100 Ways of Using Data to Make Lives Better

The Suicide Information Database Wales/Cymru

Published on: 20th December 2016

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Public Health
Case Study 20

Ann John, Michael Dennis, Liv Kosnes, David Ford and Keith Lloyd, Swansea University
David Gunnell, University of Bristol
Jonathan Scourfield, Cardiff University

Members of The Farr Institute have created a population based resource to explore the risks and patterns of healthcare prior to suicide to identify opportunities for intervention.

The Challenge

Every year approximately 800 000 people die by suicide worldwide, 1–2 in every 100 deaths. Prevention of suicide is a global public health challenge. Suicide is a tragedy and causes distress for family, friends, professionals and the wider community. Although the factors that contribute to a suicide are many and complex, suicide is potentially preventable.

The Research

Prevention of suicide is a challenge that extends beyond mental health services. Linking health and social care system data records for the same individual across different services and over time has enormous potential in suicide research.

The Suicide Information Database-Wales or SID-Cymru, led by Dr Ann John, Farr Institute, Swansea University, is a population based resource for studying factors associated with suicide deaths.

The SID-Cymru database holds information on prior health, nature of previous contacts with services and wider social circumstances of all those who complete suicide (known and unknown to mental health services) within the population of Wales via Swansea University’s Secure Anonymised Information Linkage (SAIL) Databank. The SAIL Databank contains vast amounts of anonymous data collected on a daily basis by health and social care systems to support people’s care.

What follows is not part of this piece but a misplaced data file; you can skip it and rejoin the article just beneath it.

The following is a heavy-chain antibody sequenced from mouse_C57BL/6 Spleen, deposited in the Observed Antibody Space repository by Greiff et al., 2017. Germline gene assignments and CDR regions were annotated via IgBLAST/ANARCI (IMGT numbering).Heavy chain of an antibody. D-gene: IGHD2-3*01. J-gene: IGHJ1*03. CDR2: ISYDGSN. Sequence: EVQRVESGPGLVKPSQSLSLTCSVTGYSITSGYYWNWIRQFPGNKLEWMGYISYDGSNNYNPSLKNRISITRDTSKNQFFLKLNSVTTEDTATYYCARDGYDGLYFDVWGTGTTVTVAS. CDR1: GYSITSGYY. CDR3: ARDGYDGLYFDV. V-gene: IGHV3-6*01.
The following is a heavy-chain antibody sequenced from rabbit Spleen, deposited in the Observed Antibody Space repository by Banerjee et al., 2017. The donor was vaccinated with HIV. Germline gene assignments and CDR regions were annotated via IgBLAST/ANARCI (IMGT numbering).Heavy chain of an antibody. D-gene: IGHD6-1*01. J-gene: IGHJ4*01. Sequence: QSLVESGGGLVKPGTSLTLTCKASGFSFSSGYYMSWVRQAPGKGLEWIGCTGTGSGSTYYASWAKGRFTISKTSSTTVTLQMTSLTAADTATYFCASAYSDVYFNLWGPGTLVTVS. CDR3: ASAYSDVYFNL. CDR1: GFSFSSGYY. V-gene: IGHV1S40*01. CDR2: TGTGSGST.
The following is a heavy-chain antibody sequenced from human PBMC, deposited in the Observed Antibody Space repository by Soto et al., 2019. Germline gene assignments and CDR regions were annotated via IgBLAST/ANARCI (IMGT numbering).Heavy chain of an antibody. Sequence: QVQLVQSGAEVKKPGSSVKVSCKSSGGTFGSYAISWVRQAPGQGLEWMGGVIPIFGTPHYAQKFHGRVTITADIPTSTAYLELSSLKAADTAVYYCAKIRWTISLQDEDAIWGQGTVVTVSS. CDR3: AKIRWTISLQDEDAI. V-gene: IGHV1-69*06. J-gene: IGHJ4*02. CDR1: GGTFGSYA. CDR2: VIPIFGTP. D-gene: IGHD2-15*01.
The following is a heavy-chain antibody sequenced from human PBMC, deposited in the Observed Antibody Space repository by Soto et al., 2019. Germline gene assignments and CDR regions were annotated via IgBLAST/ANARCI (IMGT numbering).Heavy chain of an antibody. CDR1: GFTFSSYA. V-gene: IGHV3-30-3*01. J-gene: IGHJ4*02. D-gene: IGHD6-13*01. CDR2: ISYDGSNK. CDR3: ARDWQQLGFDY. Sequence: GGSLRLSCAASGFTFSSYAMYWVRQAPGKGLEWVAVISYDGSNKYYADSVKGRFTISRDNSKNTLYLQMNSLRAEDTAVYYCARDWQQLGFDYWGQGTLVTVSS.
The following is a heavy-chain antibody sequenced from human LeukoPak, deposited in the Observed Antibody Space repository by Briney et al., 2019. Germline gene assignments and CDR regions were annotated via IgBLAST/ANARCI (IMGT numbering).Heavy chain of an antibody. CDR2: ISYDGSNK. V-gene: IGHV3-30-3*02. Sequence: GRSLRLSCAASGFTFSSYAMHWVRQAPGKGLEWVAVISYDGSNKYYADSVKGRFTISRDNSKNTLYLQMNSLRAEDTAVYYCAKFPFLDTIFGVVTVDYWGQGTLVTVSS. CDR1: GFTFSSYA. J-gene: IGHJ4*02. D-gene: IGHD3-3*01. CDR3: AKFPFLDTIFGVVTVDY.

The Results

SID Cymru offers the opportunity to investigate the risk factors and trends for suicide, including: primary care diagnosis of depression; levels of treatment with antidepressants and trends in such treatment over time; rural and urban geography; educational attainment; levels of physical illness.

The study also enables investigations into the settings and pathways of care where people are in contact with services in the year leading up to their suicide across the whole population and in specific groups such as the elderly.

The Impact

SID Cymru is an important resource in facilitating research on suicide. The study has looked for opportunities for prevention and made recommendations to reduce the risk of suicide for the people of Wales and internationally, recommendations to date have included:

  • Data from SID-Cymru has informed ‘Talk to Me 2’, the latest suicide prevention strategy for Wales, launched in June 2015. There is a particular focus on opportunities for prevention in primary care and emergency departments.
  • Data from SID-Cymru informed the ‘Thematic review of deaths of children and young people through probable suicide, 2006-2012’. The review made a number of recommendations to various agencies, including Welsh Government, such as minimum pricing for alcohol.
  • The team at Swansea University worked with the Samaritans on the adoption of the Samaritans ‘Media reporting guidelines for suicide’ in Wales.
  • Dr John, Professor Gunnell (Bristol University) and the Samaritans met with Welsh media editors and journalists in 2012 to discuss and promote sensible media reporting of suicide.
  • Dr John and Professor Dennis presented recommendations from the media reporting work to the All Party Parliamentary Group on Suicide Prevention in 2014.

For more information visit: http://bmjopen.bmj.com/content/4/11/e006780.full

Enquiries to Sarah Toomey, Communications Officer, Farr Institute CIPHER,

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